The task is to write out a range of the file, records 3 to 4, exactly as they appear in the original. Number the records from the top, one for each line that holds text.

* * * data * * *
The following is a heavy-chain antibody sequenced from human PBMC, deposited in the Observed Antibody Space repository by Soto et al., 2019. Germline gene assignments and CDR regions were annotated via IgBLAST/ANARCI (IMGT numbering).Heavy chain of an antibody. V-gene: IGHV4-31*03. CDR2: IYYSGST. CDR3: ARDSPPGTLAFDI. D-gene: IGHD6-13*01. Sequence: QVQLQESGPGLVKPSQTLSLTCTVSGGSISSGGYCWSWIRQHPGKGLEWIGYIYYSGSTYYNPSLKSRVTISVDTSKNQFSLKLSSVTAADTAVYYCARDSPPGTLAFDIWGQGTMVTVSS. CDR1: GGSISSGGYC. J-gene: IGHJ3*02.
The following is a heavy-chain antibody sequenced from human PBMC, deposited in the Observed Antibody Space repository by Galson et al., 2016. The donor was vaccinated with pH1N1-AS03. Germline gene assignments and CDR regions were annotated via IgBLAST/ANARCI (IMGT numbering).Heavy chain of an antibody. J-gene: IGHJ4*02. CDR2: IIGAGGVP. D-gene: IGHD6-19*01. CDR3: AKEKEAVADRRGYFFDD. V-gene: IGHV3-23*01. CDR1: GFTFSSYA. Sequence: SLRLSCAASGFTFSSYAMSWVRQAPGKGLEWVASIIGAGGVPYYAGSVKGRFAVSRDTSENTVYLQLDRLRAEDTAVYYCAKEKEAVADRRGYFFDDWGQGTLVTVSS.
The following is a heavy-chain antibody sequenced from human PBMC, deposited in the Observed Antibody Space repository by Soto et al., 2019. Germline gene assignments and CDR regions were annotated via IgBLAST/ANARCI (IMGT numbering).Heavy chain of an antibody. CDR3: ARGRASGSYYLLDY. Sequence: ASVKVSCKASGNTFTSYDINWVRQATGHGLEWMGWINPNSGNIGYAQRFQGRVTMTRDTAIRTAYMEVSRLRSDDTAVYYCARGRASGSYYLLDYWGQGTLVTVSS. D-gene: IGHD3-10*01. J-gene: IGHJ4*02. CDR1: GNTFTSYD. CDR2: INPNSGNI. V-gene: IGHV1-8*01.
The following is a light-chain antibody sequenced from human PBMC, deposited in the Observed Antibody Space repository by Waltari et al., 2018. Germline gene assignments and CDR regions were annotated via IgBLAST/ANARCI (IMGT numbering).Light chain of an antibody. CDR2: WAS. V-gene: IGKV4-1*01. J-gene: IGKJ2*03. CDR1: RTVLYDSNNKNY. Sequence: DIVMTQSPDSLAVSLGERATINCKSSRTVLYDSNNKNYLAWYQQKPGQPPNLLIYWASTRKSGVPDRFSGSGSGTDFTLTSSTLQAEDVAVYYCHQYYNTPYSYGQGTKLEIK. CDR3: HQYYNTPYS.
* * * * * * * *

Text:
The following is a heavy-chain antibody sequenced from human PBMC, deposited in the Observed Antibody Space repository by Soto et al., 2019. Germline gene assignments and CDR regions were annotated via IgBLAST/ANARCI (IMGT numbering).Heavy chain of an antibody. CDR3: ARGRASGSYYLLDY. Sequence: ASVKVSCKASGNTFTSYDINWVRQATGHGLEWMGWINPNSGNIGYAQRFQGRVTMTRDTAIRTAYMEVSRLRSDDTAVYYCARGRASGSYYLLDYWGQGTLVTVSS. D-gene: IGHD3-10*01. J-gene: IGHJ4*02. CDR1: GNTFTSYD. CDR2: INPNSGNI. V-gene: IGHV1-8*01.
The following is a light-chain antibody sequenced from human PBMC, deposited in the Observed Antibody Space repository by Waltari et al., 2018. Germline gene assignments and CDR regions were annotated via IgBLAST/ANARCI (IMGT numbering).Light chain of an antibody. CDR2: WAS. V-gene: IGKV4-1*01. J-gene: IGKJ2*03. CDR1: RTVLYDSNNKNY. Sequence: DIVMTQSPDSLAVSLGERATINCKSSRTVLYDSNNKNYLAWYQQKPGQPPNLLIYWASTRKSGVPDRFSGSGSGTDFTLTSSTLQAEDVAVYYCHQYYNTPYSYGQGTKLEIK. CDR3: HQYYNTPYS.